By Travis P
If you follow a lot of survival and self-defense articles, you are bound to see at least one or two on individual everyday carry. The same goes for those who watch the gun guys on YouTube. I’m not sure if people are actually fascinated by someone else’s everyday carry or people just like to see everyone’s perspective. Maybe we Internet self-proclaimed gun and self-defense experts just like showing off what we carry.
I do tend to have opinions and waste too much money on different gizmos, gadgets and holsters until I find one that works just right for me. I have two different everyday carries, one at work and one for the rest of the time. The reason I have two is simply because my manner of dress at work is much different than my manner of dress off work.
At work I’m confined to a shirt and tie, as well as slacks and occasionally against my will a suit jacket. Even though I dress like I work in an office, I rarely see any kind of office and spend lots and lots of time on the road, often transporting large sums of money or expensive merchandise. This is why I still carry a full EDC everywhere I go, at work or not.
At home I can dress anyway I like, but try not to dress around my carry gun because I feel it kind of gives it away. Anyone trying to wear an overshirt in the middle of August in Florida is not only going to hate life, but they are going to look out of place. So I don’t dress around my gun, but I still carry everyday and I find a way to carry enough gun.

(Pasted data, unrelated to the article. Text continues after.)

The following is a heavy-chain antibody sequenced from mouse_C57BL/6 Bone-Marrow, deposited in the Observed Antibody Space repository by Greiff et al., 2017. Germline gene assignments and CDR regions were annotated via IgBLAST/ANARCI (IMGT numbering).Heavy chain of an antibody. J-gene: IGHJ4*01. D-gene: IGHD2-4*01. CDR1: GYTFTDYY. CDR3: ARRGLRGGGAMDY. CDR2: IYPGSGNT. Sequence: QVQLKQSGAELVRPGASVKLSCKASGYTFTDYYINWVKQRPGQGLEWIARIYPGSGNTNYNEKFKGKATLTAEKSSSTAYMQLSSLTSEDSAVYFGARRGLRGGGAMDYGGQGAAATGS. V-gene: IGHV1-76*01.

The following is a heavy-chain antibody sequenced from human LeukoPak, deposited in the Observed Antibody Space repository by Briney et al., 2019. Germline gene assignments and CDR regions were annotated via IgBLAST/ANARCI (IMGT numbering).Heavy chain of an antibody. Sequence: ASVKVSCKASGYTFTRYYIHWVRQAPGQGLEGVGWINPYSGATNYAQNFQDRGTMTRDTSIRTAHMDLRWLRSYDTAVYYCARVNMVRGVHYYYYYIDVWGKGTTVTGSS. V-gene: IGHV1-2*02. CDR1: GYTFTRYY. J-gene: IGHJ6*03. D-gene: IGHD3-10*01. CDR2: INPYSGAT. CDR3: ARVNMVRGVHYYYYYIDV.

Work Everyday Carry
As I mentioned before, at work I have to tailor my EDCs to work in a confined manner. I also try to avoid having large bulges that can either be major tells or anything that could turn into an awkward question. Carrying with a shirt and tie is possible, and there numerous inside-the-waistband holsters that are tuckable out there.
Personally this doesn’t work for me because of the amount of time I’m on the road. I want something that is both comfortable and easy to draw from. A tuckable inside-the-waistband holster is neither of these once I’m in a vehicle. In the passenger seat of my company vehicle is a Blackhawk Sportster range bag. I keep the tools I need for my job like pliers, screwdrivers, wire cutters, gloves, and small stuff like that. In the main pouch, a Sig P226 sits in a Kydex holster. This is my car gun, it’s instantly accessible and big enough to fight with. This bag basically has a bigger version of everything I carry on my body.
The Sig P226 stays in the car, though. On my body I’ve taken to carrying an H&K USP Compact in a belly band by DeSantis. The gun is stretching the max size the band is designed for but still fits well. The band has multiple different pockets for different items but I prefer just to use it to carry the gun and an extra magazine.
The band is comfortable enough for all day wear, even on bare skin. I usually do keep a shirt between my skin and the band. I feel this makes the band even more comfortable and is another layer to absorb sweat.
Flashlights, Pocket Knives, Etc.